Older adults should continue to drive to cut depression risk: Study

Older adults should not give up driving. A Columbia University study published recently has revealed that when older adults discontinue driving there is a high chance of them developing depression, dementia and other health-related problems.

The risk of depression doubles in such adults partly due to social isolation or lack of independence, says a report in reuters.com related to the new study. “The decision to stop driving is not trivial but has significant implications for the patient’s health, well-being and life expectancy,” said Dr. Guohua Li of the Mailman School of Public Health at the Columbia University Medical Center, New York City.

A collective analysis of results from various studies revealed that those who had stopped driving demonstrated 91 percent higher probability to experience depressive symptoms compared to those continued to remain behind the wheel, the report states.

According to the study, driving is also effective in keeping dementia at bay as it helps the driver remain alert which in turn prevents cognitive degeneration. As per a report in the Mirror, the study says that driving gives people a feeling of self-control, personal freedom and independence. The research adds that driving is especially beneficial for older adults as it plays a role in driving away symptoms of dementia.

Another advantage of driving is that it may delay physical signs of aging. The study also states that for senior citizens who do not have access to good public transport system, driving can be a good means of staying active.

Depression in seniors a major public health problem

The National Institute of Mental Health (NIMH) considers depression in people aged 65 or older to be a major public health problem. According to medicinenet.com, about 6 million Americans aged 65 or more suffer from late-life depression. In the elderly, depression sets in along with other health-related issues and disabilities.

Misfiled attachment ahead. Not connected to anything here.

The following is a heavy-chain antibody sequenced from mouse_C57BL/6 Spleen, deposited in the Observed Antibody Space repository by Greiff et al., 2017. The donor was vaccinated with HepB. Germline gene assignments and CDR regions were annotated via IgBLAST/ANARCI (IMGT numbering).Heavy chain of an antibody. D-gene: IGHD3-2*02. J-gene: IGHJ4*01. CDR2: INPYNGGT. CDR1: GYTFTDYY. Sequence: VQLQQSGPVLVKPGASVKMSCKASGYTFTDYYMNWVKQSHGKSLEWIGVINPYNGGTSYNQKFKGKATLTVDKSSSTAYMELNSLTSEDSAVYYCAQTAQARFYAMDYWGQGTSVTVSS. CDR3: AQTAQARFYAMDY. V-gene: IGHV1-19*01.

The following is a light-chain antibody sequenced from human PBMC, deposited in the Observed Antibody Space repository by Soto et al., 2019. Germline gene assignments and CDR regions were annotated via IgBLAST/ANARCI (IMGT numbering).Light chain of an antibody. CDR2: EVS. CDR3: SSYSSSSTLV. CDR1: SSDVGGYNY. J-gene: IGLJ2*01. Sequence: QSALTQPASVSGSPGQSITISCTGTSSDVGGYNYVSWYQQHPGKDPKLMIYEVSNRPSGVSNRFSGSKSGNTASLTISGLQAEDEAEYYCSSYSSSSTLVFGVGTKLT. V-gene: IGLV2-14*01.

According to wemmd.com, the very common problem which may be associated with depression in elderly is the risk of cardiac diseases. Depression doubles the chance of cardiac diseases in an elderly person and at times it also ups the chance of death.

Various studies have shown that depression can be the reason for various other problems in an elderly. A study, conducted jointly by researchers from the University of Pittsburgh School of Medicine and the Federal University of Minas in 2013, showed that late-life depression increases the chance of vascular dementia. And, the risk of vascular dementia is higher than the risk of Alzheimer’s disease for older adults with depression, says upmc.com.

Depression is a common mental disorder and according to the Centers for Disease Control and Prevention (CDC), an estimated 19 million Americans suffer from it with women being nearly twice as likely as men to suffer from depression.

Looking at the enormity of the problem, for the first time, the U.S. Preventive Services Task Force has advised that physicians screen all pregnant and postpartum women and elderly adults for signs of depression. General physicians have been asked to treat those afflicted by the disorder with antidepressants, refer them to psychotherapy or do both, according to a report in the Los Angeles Times.

Living with a mental illness can be saddening and depressive for the entire family. You can seek experts’ guidance by approaching the 24/7 Mental Health Helpline. Our representatives can guide you to the best treatment options for various mental disorders. Call today at 855-653-8178 or chat online for further information.